Transplant athletes go for gold

Sparks-Reno transplant survivors show their gratitude to donors by competing in the Transplant Games.

Eugene Paik
Special to the Sparks Tribune
On Feb. 1998, Sparks resident Tracy Copeland noticed some physical discomfort and a strange discoloration in her eyes. A couple months later, she slipped into a coma from liver failure.
Copeland’s condition was serious enough that she was catapulted to the top of the organ waiting list, and a matching liver was found only a few days into her coma.

Six months after her ordeal, Copeland, an avid cyclist before the transplant, resumed her passion for cycling and climbing.
Last month, her athletic prowess garnered her four gold medals and one bronze medal in the 2004 U.S. Transplant Games in Minneapolis, Minn.

“It’s amazing to see how far I’ve come from that transplant,” Copeland said.

Along with fellow Reno-Sparks residents Linda Bergman, Wes Knowlden, Quincy Sweeney, Karen Walsh and Ken Kyle, Copeland is a part of the 16-member Team Nevada that won 14 medals in the Transplant Games, a four-day competition for organ-transplant recipients.

Copeland, a two-time gold-medal winner in 2002, said her success could be credited to the support and encouragement she received from her teammates.

“They’ve been great friends to me and have been great at cheering me on,” she said.

Bergstrom, a liver-transplant survivor, agreed.

“Team Nevada is one of the few teams where teammates support each other,” she said. “I thought that was fantastic.”

Copeland added that support from her donor family has also helped motivate her to compete.

The family of 19-year-old Terry Snow, who died in a motorcycle accident in 1998, has remained in close contact with Copeland ever since she wrote to them shortly after her surgery.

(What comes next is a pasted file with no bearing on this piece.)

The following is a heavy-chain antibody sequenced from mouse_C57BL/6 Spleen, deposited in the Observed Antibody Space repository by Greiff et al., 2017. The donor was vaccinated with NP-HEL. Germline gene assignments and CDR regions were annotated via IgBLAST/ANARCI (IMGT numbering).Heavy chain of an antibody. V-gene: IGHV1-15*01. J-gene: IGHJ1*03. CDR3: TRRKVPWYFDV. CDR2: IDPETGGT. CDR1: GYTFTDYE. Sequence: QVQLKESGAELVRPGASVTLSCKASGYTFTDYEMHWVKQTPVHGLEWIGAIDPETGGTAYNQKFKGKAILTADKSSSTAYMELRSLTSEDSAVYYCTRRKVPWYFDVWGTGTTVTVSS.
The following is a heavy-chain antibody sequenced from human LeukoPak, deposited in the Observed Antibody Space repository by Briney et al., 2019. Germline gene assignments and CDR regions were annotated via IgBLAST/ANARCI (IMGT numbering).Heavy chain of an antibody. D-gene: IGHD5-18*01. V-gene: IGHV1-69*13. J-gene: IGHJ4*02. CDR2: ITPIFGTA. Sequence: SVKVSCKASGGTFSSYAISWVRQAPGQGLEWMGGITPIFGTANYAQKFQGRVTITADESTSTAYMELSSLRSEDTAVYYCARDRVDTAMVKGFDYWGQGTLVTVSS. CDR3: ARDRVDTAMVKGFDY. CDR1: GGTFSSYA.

“My situation was perfect,” Copeland said. “I contacted them six months later and they wrote back immediately and arranged a meeting.”

The family now travels with Copeland to events like the Transplant Games and is actively involved in coordinating transplants in Southern California.

“My family grew by five,” Copeland said. “I was extremely blessed to meet them and share my accomplishments with them.”

Copeland’s Team Nevada teammates agreed, saying that competing in the games is a way of expressing gratitude for the gift given by their donor.

“Taking our donor families with us to the games is one way that we can honor them,” Bergstrom said.

Knowlden, a gold-medal winner for track and field, said the importance of the Transplant Games is not winning medals but raising awareness of organ transplants.

“It’s a chance to give back what was given,” he said. “It’s great to have yesterday, tomorrow and right now.”

According to Copeland, 86,000 patients are on the waiting list for organ transplants. Of that group, 56,000 are waiting for donated kidneys.

Every 14 minutes, a new name is added to the list, she said.
For Knowlden, the Transplant Games also provides an opportunity for the team to show that transplant survivors lead normal lives.

“We want to show people that we do live healthy, regular lives,” Knowlden said. “We want to show that there is life after transplant.”

Published 8-30-04

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